Week 3! I feel my Reader’s Advisory skills vastly improving… Now I just need to work on my memory and remembering the titles/authors of these books rather than all the other information about them…
Monday, October 15, 2012
Kel Gilligan’s Daredevil Stunt Show by Michael Buckley, illustrated Dan Santat
Kel performs amazing feats like eating broccoli, using the potty, and getting dressed by himself! Told in graphic novel format from first-person POV, this book is fun for kids who need coaxing to try new things or need encouragement to be a little more independent. Kel succeeds in most of his challenges, but Dad steps in to take care of the monsters under his bed. Some tasks are best left to the professionals. I thought this book was pretty funny and think it might be usable for storytime, depending on the presentation angle I take.
Oh no! Not again! (Or How I Built A Time Machine To Save History) (Or At Least My History Grade) by Mac Barnett, illustrated by Dan Santat
Also told in Graphic Novel format, the fantastic illustrations really drive this story. This mad genius gets a question on where the first cave painting was discovered wrong on her history test so she decides to take her time machine way way back and fix her little test problem. Through a series of events, it turns out she changes much more than that one question… A fun picture book for older readers.
Goldilocks and the Three Dinosaurs as retold by Mo Willems
Another Mo Willems hit, this fractured fairy tale is hilarious. The dinosaurs are not so slickly trying to lure Goldilocks into their lair to eat her. They cook “three bowls of delicious chocolate pudding at varying temperatures” and go “Someplace Else and were definitely not hiding in the woods waiting for an unsuspecting kid to come by”. The morals of the story at the end are amusing. This is a great book to use as a lesson on fractured fairy tales.
1-2-3 Peas by Keith Baker
A cute counting book. Starts off with 1s and then switches to counting by tens, all the way to 100. I love books that deal with peas, such as Little Pea, so I was pretty sure I was going to love this one too. Very cute and good for pre-schoolers through Kinder to work on counting skills.
Chato’s Kitchen by Gary Soto, illustrated by Susan Guevara
Chato is an East LA living cat who wants to eat some mice. He entices them into his lair but through a series of events ends up making friends rather than dinner. Through beautiful language, Soto incorporates Spanish into his work.
Tuesday, October 16, 2012
Randy Riley’s Really Big Hit by Chris Van Dusen
Randy Riley plays baseball, but he’s not very good and his heart just isn’t into it. Randy Riley LOVES science. Watching through his telescope he sees a giant fireball heading towards Earth. No one believes him until its practically in the Earth’s atmosphere and luckily for Randy Riley, he’d been preparing for the day and saved the Earth. Even though he’s not very good, he continues to play baseball. Told in rhyme, this story might be for the kid who loves sports but just isn’t very good at them.
Teach Your Buffalo to Play Drums by Audrey Vernick, illustrated by Daniel Jennewein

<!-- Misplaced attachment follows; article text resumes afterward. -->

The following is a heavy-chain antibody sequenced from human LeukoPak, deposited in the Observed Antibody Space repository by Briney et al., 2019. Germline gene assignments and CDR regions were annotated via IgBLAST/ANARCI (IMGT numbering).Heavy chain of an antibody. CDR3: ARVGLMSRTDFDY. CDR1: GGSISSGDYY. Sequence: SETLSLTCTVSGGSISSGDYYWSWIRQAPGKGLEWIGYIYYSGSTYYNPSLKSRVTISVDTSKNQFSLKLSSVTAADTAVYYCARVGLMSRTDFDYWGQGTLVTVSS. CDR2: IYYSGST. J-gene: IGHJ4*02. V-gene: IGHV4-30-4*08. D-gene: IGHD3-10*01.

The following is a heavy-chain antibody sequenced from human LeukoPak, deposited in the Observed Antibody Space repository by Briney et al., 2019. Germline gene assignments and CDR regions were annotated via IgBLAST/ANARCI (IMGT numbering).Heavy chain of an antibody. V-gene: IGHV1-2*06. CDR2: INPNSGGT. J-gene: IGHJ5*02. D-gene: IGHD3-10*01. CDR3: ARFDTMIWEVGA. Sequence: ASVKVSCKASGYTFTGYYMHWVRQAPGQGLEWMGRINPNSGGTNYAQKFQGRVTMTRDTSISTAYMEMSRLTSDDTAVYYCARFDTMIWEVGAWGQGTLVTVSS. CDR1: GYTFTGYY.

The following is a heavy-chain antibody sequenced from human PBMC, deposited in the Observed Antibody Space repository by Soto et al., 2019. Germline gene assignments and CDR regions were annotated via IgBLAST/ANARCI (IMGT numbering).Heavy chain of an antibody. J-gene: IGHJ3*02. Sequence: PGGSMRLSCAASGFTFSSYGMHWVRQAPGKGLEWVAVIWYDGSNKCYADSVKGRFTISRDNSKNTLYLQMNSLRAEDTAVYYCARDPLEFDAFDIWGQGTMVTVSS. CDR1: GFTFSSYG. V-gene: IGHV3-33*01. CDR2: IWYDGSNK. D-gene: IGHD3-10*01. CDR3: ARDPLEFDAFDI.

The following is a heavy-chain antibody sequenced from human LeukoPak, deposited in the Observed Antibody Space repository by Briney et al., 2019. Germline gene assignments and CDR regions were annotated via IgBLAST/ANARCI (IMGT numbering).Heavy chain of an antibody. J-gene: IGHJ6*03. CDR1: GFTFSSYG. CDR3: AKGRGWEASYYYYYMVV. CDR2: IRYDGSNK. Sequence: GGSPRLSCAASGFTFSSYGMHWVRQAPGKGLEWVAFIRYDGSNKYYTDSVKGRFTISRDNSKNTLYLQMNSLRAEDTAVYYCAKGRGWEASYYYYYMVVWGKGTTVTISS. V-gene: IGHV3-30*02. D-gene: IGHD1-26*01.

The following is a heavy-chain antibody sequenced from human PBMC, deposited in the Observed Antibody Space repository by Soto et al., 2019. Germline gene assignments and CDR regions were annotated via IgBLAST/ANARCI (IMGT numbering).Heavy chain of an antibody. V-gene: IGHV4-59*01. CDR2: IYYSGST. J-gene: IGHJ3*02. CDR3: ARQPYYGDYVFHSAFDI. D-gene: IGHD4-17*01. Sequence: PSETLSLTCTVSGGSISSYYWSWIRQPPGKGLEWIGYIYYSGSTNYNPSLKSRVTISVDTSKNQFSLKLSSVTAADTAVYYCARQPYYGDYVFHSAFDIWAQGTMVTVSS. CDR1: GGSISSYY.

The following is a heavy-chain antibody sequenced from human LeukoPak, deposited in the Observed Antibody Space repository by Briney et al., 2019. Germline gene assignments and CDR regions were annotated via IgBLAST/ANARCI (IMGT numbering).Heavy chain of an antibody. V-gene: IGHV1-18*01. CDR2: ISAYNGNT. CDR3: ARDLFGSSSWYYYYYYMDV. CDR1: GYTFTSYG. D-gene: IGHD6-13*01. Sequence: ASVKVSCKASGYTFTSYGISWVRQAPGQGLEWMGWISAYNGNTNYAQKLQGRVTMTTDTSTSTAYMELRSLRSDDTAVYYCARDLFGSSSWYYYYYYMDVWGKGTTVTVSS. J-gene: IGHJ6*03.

I feel like this book tried to take aspects of at least 3 different excellent children’s stories and put them into one book. It didn’t have a good cadence and the story seemed choppy. They probably could have used half the words and conveyed more meaning.
Polka-Dot Fixes Kindergarten by Catherine Urdahl, illustrated by Mai S. Kemble
I did not like this story very much, especially with the illustrations. Besides the teacher, there is only one child in the whole class that is obviously of color and she is the bully who is nothing but mean to Polka-Dot. When Polka-Dot calls the girl out on her meanness, Polka-Dot becomes the bigger person and fixes the mean girls problem and then they become best friends. No one has to say I’m sorry or really fix anything. I was not a fan.
The Getaway by Ed Vere
Mouse steals the cheese, Mouse tries to escape from the elephant, Mouse gets caught and escapes prison. Your role in the story is to whistle when you see the elephant, but you don’t do a very good job, hence leading to mouse’s capture. This story seemed a little too frenetic for me. Might be fun for a child who likes graphic novel format, but probably an older childre, K or 1st.
Help! A Story of Friendship by Holly Keller
A story about not believing rumors and trusting your friends, this story was okay. Maybe I’m just not in a picture book mood today since I seem to not have really liked any of the stories I read. This one of course had a nice wrap-up and everyone learned a lesson.
Wednesday, October 17, 2012
We just got anew cart of books from tech services. Time to enjoy before letting them loose on the patrons!
The Great Sheep Shenanigans by Peter Bently & Mei Matsuoka
Sheep tries his hardest to trick some lambs for dinner, but Rambo Ram keeps trying to interrupt his shenanigans. He intimidates Red Riding Hood’s granny to make him a sheep coat, but she gets hers in the end by playing an even bigger trick. Told in rhyme, this is a good pre-school book.
Cock-a-Doodle-Doo, Creak, Pop-pop, Moo by Jim Aylesworth, illustrated by Brad Sneed
A book full of sounds, this story was meant to read out-loud. Hey! I’m a poet and didn’t even know it there. A day in the life of kids on a farm, this is a different kind of farm book for the slightly older pre-k and K crowd.
The Man in the Clouds by Koos Meinderts & Annette Fienieg
A very sad book, this is the story of an old man who falls into the trap of greed and posession. At first, the man who lives at the top of the mountain welcomes anyone and everyone to look at his beautiful painting for as long as they liked – regardless of occupation, social status, or gender identity. He just wants to share the beauty of the painting. People re-pay him for this kindness with little things like bread and a marble and songs. Then one day a business man passing through town comes and points out to the old man how much money he could get for the painting. The old man goes crazy after that. Never before seeing monetary value in the painting, he begins limiting people to see it, eventually not letting anyone see it, and hiding it so that thieves don’t get it. In the end, he realizes the absurdity of this and deals with the situation, and in the end finds beauty in his own back yard. This seemed like it would be good for older kids but maybe more-so their parents. Possessions are nothing but trouble.